Development guides that are specific to CI/CD are listed here.
When a Pipeline is created all its jobs are created at once for all stages, with an initial state of
created. This makes it possible to visualize the full content of a pipeline.
A job with the
created state won’t be seen by the Runner yet. To make it possible to assign a job to a Runner, the job must transition first into the
pending state, which can happen if:
- The job is created in the very first stage of the pipeline.
- The job required a manual start and it has been triggered.
- All jobs from the previous stage have completed successfully. In this case we transition all jobs from the next stage to
- The job specifies DAG dependencies using
needs:and all the dependent jobs are completed.
When the Runner is connected, it requests the next
pending job to run by polling the server continuously.
After the server receives the request it selects a
pending job based on the
Ci::RegisterJobService algorithm, then assigns and sends the job to the Runner.
Once all jobs are completed for the current stage, the server “unlocks” all the jobs from the next stage by changing their state to
pending. These can now be picked by the scheduling algorithm when the Runner requests new jobs, and continues like this until all stages are completed.
Once the Runner is registered using the registration token, the server knows what type of jobs it can execute. This depends on:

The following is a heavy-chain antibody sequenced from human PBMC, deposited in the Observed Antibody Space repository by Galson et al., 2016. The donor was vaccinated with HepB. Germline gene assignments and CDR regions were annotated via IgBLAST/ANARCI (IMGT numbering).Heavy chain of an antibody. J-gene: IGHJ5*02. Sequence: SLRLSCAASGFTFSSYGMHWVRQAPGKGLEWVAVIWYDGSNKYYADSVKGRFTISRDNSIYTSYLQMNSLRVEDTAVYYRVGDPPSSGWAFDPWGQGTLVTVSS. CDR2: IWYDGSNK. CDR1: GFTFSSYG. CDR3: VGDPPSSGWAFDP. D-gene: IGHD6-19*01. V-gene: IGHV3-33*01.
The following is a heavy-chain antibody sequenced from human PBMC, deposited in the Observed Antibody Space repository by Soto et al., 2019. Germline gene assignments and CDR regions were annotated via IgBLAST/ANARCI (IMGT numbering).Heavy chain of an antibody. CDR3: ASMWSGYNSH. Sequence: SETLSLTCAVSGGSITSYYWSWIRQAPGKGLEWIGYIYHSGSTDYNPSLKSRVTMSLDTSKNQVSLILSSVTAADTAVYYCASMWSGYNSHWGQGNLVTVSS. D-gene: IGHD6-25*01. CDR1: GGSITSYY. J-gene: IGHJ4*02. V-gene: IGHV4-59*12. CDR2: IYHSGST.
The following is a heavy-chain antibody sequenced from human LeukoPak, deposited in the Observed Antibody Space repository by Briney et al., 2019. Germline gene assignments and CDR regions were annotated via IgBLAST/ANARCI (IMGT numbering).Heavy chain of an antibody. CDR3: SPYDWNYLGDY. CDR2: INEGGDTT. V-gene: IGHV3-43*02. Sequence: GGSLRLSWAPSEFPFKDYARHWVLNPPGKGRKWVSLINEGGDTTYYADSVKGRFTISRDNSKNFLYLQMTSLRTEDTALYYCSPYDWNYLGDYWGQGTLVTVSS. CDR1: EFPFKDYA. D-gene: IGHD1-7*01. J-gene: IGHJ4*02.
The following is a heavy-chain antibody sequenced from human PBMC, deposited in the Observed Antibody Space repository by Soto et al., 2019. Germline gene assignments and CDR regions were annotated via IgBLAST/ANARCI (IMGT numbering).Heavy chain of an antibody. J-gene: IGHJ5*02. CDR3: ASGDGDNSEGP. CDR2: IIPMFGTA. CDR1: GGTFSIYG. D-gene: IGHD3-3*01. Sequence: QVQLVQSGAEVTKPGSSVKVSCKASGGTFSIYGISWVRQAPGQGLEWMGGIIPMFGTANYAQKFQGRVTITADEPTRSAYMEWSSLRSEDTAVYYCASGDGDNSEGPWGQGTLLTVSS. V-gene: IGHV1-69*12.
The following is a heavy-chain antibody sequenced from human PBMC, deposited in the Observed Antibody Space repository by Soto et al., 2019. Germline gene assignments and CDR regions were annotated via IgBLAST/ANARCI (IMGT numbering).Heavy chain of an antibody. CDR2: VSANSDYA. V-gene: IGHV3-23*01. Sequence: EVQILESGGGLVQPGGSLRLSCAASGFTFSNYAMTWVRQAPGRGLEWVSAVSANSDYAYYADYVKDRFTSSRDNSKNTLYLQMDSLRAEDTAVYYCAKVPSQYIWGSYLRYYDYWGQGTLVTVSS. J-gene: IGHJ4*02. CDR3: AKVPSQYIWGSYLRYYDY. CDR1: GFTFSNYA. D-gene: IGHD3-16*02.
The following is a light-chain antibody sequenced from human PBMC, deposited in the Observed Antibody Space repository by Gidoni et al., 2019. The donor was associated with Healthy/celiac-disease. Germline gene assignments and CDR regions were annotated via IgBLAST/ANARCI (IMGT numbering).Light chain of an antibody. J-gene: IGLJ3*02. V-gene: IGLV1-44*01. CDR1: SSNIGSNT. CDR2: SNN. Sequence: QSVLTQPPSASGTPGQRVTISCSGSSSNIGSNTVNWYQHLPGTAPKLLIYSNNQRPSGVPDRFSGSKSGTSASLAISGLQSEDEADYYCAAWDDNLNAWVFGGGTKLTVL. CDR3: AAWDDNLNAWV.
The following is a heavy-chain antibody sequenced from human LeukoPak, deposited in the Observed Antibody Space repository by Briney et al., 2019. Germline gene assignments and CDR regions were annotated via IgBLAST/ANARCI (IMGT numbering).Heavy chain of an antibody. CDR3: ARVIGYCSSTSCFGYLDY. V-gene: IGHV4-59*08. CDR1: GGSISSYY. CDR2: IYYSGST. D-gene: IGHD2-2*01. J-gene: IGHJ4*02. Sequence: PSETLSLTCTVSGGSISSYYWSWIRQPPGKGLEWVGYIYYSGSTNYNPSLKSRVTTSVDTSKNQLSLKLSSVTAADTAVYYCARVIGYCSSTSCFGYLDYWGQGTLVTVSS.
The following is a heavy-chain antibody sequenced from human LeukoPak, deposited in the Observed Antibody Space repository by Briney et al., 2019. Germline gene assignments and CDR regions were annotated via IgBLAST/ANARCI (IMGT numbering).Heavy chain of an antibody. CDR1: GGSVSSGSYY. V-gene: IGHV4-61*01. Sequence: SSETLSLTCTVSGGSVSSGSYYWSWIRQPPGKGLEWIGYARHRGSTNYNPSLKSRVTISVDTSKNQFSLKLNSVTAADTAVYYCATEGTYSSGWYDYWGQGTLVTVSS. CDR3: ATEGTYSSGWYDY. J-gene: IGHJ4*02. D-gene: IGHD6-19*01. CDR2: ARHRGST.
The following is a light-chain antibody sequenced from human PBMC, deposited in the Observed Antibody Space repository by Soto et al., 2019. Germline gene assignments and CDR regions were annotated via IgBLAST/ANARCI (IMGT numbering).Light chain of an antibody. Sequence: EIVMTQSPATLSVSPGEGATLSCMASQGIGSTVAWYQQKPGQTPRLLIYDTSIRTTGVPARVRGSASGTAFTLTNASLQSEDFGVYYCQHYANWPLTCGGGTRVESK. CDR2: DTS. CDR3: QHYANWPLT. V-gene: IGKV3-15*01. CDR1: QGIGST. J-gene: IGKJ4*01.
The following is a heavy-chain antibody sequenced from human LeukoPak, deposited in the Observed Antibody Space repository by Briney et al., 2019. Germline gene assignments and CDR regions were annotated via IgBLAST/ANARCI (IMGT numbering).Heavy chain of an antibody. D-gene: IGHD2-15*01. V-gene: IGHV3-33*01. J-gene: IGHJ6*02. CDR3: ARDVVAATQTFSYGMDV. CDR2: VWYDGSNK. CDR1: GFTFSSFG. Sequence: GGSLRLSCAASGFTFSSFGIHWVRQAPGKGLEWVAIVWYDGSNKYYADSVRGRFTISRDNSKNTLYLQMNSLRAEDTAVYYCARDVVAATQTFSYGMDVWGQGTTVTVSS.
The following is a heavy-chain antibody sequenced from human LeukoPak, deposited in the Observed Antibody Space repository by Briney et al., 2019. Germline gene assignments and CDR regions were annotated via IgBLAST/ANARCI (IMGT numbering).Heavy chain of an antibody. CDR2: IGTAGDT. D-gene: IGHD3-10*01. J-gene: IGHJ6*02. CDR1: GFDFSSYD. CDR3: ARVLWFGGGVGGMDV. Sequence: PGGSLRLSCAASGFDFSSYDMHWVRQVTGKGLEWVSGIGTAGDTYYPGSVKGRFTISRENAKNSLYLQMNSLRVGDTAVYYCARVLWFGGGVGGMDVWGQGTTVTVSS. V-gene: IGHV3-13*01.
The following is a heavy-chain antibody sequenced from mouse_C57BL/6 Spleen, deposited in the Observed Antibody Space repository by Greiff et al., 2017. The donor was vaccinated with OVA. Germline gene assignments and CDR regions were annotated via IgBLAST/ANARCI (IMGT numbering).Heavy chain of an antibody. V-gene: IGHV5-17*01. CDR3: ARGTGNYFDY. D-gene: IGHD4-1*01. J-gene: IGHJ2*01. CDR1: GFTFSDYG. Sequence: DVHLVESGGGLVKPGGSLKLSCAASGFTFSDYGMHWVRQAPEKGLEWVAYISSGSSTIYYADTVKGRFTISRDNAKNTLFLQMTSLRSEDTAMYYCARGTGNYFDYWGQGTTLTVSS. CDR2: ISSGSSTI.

- The type of runner it is registered as:
- a shared runner
- a group runner
- a project specific runner
- Any associated tags.
The Runner initiates the communication by requesting jobs to execute with
POST /api/v4/jobs/request. Although this polling generally happens every few seconds we leverage caching via HTTP headers to reduce the server-side work load if the job queue doesn’t change.
This API endpoint runs
- Picks the next job to run from the pool of
- Assigns it to the Runner
- Presents it to the Runner via the API response
There are 3 top level queries that this service uses to gather the majority of the jobs and they are selected based on the level where the Runner is registered to:
- Select jobs for shared Runner (instance level)
- Select jobs for group level Runner
- Select jobs for project Runner
This list of jobs is then filtered further by matching tags between job and Runner tags.
Finally if the Runner can only pick jobs that are tagged, all untagged jobs are filtered out.
At this point we loop through remaining
pending jobs and we try to assign the first job that the Runner “can pick” based on additional policies. For example, Runners marked as
protected can only pick jobs that run against protected branches (such as production deployments).
As we increase the number of Runners in the pool we also increase the chances of conflicts which would arise if assigning the same job to different Runners. To prevent that we gracefully rescue conflict errors and assign the next job in the list.